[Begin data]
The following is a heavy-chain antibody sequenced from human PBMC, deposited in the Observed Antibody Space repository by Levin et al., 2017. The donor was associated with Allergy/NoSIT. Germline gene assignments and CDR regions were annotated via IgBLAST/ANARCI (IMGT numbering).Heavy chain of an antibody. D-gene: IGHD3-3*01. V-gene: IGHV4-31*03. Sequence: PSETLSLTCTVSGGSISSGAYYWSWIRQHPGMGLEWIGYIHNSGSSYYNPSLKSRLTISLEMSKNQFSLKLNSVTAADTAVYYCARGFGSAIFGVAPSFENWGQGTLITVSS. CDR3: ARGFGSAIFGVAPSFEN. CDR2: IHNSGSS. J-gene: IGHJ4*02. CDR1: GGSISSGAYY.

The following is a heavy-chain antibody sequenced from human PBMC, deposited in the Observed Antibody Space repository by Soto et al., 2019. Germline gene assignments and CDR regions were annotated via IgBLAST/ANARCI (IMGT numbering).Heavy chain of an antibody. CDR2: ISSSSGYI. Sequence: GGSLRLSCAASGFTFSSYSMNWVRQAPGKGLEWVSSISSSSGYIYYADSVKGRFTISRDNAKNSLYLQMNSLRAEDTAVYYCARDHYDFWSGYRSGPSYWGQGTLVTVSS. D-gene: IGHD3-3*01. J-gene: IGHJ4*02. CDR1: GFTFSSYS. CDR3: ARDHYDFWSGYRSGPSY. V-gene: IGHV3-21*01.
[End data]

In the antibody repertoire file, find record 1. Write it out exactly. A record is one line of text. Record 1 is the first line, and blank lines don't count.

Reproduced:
The following is a heavy-chain antibody sequenced from human PBMC, deposited in the Observed Antibody Space repository by Levin et al., 2017. The donor was associated with Allergy/NoSIT. Germline gene assignments and CDR regions were annotated via IgBLAST/ANARCI (IMGT numbering).Heavy chain of an antibody. D-gene: IGHD3-3*01. V-gene: IGHV4-31*03. Sequence: PSETLSLTCTVSGGSISSGAYYWSWIRQHPGMGLEWIGYIHNSGSSYYNPSLKSRLTISLEMSKNQFSLKLNSVTAADTAVYYCARGFGSAIFGVAPSFENWGQGTLITVSS. CDR3: ARGFGSAIFGVAPSFEN. CDR2: IHNSGSS. J-gene: IGHJ4*02. CDR1: GGSISSGAYY.